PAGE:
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Sorry, We Can't Be Real Gaming Journalists, Publishers Won't Let Us

This was originally going up on GB but it was declined.


There's always this struggle... this insatiable struggle between the powers that be and the people at the bottom. In between those two sides is supposed to be a force to mediate how both sides see and react to each other, we sometimes call them news outlets, bloggers or information aggregators. The thing is, while people want the news and the companies on top want people to have the news, there's a silver lining to it all.

That above paragraph might seem vague and ambiguous but it's kind of a macrocosmic depiction of the way news journalism works today: You want to be informed, we want to inform and sometimes there are people who would rather you stay in the dark until they feel you're ready to be informed.

Now I've never referred to myself as a journalist, and I don't really consider what I do journalism, but the thing that makes this job hard (other than writer's block) is that we have to tip-toe around some forms of news information, lest we get hit with the legal banhammer.

Just recently we posted up an article about information that relates to a certain game coming to certain platforms. Now throughout the week we've been getting hit with legal notices from a certain company for certain coverage – that last news bit that was linked to in the original article received one of the more threatening forms of legal action.

Now Fair Use aside, the main issue of this article isn't about the procedure of news acquisition or the actual news items themselves, it's about the fact that here we have actual news that is new that is being blockaded. Really think about that for a second... if you take time to track down a source of information, provide analysis of it and depict that information to the world, you're being threatened for it because a company doesn't want you depicting that kind of information to the world.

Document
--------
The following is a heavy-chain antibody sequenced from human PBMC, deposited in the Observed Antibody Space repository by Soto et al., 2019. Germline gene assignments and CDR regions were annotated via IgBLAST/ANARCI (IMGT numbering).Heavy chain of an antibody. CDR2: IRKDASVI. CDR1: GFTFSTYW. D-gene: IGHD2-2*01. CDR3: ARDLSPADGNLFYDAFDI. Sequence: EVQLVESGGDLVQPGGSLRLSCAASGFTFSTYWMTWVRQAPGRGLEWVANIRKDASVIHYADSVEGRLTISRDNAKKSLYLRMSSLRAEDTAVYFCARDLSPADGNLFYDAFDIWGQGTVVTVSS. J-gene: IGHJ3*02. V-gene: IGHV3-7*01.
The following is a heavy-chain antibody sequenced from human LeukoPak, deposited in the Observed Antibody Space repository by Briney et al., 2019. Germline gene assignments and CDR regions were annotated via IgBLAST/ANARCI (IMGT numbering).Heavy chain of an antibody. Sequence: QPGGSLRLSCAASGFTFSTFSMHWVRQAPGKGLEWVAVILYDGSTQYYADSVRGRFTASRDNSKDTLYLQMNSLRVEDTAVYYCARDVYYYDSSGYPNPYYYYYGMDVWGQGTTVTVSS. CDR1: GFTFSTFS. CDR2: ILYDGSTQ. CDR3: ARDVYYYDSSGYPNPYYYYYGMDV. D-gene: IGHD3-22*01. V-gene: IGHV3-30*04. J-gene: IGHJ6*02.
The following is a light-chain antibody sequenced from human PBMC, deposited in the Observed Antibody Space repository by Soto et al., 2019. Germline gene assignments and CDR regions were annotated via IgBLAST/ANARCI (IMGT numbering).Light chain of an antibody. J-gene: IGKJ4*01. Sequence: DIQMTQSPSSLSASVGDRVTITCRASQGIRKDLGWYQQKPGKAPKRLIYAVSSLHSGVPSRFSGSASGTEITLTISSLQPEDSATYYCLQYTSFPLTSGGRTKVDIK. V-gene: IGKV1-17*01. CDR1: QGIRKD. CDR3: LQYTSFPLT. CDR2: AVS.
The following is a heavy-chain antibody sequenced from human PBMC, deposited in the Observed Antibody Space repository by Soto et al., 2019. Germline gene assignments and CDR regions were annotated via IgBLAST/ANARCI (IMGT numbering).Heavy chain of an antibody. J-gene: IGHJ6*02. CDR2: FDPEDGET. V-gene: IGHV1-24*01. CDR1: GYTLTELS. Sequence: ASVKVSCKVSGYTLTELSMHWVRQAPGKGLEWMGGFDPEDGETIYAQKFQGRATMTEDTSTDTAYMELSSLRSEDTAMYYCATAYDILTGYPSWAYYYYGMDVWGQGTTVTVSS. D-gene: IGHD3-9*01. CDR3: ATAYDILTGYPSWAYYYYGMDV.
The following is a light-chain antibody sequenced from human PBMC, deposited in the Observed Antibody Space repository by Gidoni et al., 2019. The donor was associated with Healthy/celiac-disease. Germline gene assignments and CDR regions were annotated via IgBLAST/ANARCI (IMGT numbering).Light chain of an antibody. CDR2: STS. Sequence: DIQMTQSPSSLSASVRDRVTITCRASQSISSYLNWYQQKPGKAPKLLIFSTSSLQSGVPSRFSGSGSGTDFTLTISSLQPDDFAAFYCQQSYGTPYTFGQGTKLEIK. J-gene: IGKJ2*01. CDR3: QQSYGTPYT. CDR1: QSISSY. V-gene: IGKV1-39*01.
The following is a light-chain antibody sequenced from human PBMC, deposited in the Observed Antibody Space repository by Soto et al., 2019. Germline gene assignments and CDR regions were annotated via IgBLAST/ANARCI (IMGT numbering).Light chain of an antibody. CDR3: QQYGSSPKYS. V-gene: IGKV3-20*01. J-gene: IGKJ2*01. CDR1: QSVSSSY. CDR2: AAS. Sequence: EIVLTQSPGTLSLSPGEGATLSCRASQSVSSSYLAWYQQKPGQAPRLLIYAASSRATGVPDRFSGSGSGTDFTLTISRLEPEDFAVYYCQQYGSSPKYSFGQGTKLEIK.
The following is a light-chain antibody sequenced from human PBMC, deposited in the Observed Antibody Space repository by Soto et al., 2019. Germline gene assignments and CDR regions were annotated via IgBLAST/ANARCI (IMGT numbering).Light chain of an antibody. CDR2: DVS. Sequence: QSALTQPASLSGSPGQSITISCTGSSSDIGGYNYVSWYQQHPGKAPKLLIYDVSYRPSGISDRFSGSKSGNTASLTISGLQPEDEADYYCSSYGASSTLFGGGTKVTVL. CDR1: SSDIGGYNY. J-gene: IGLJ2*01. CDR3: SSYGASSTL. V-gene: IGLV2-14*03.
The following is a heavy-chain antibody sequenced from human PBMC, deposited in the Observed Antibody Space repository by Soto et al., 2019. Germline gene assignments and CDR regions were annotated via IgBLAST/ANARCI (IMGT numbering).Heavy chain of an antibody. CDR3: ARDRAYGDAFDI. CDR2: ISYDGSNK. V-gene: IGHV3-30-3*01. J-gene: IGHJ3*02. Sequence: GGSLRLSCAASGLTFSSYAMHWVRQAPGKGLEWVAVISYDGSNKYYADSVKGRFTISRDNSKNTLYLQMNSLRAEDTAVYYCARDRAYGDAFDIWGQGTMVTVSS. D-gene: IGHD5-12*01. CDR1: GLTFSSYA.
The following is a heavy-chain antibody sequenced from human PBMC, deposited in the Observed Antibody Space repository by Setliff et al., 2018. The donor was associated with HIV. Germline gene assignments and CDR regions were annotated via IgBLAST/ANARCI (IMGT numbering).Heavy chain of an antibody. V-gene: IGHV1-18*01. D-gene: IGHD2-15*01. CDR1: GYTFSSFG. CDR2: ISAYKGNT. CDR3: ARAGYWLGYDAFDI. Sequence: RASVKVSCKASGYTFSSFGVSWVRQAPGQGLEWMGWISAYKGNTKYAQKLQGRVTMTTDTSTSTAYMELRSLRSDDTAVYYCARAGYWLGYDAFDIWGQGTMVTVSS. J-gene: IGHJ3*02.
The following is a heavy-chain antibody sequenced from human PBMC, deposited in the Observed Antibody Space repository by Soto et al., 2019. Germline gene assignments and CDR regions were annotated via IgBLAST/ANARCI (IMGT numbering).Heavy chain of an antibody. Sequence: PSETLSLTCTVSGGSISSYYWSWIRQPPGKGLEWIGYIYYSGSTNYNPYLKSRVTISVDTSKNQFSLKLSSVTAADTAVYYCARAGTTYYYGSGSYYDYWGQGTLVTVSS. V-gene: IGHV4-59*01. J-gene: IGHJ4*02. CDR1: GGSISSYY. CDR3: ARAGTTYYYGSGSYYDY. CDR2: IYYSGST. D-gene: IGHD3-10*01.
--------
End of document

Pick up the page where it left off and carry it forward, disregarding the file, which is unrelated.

In plain old English: if we can't report on the facts then what are we good for?

Gamers are constantly asking for gaming journalists to be gaming journalists, to seek out the obscure and the unknown and to provide the facts to enlighten the community. What we have right now are a lot of advertorialists, regurgitating press releases and providing cutting-edge analysis of publisher-approved media assets, heck we're subjugated to that same sort of corporate cesspool circle-jerking at Gaming Blend. I even joke about this often when we toss up trailers or screenshots.

Things have become so sterilized and commercial-driven that core gamers constantly refer to the above mentioned advertorialists as followers of the Dorito Pope (if you're unfamiliar with the meme, just Google it.)

The funny thing about it is that once you try to do any real uncovering, any real investigating, any real reporting, you're blockaded into a corner with legal threats and copyright fines, heck just look at what happened to Rob Florence... or dare I say, Jeff Gertsmann. There's always the case of just not reporting on the news or leaving out key pieces of information, though I would argue that isn't this the very thing that caused such a huge outcry in the gaming community when Hip Hop Gamer did just that or when a bunch of major gaming sites ran with a rumor without doing nary a fact check (i.e., Google up Xbox 720 fake news story)?

Sadly, this means that the only real news “gaming journalists” are allowed to follow through with are news items approved by publishers, news that gets the legal “go ahead” and news that abides by the laws of our seemingly corporate-governed society. Sad as it sounds... it's true.

This means that the next time someone actually does some real digging and comes up with information that challenges the status quo, it may not stay alive for long so long as the corporate powers that be feel that the information infringes on the way they want you to receive your information.

So sadly, we can't be real gaming journalists even if we wanted to because publishers won't let us.

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SilentNegotiator1708d ago

Publishers pay for the advertisement, release big news to their buddies, and blacklist anyone that crosses them.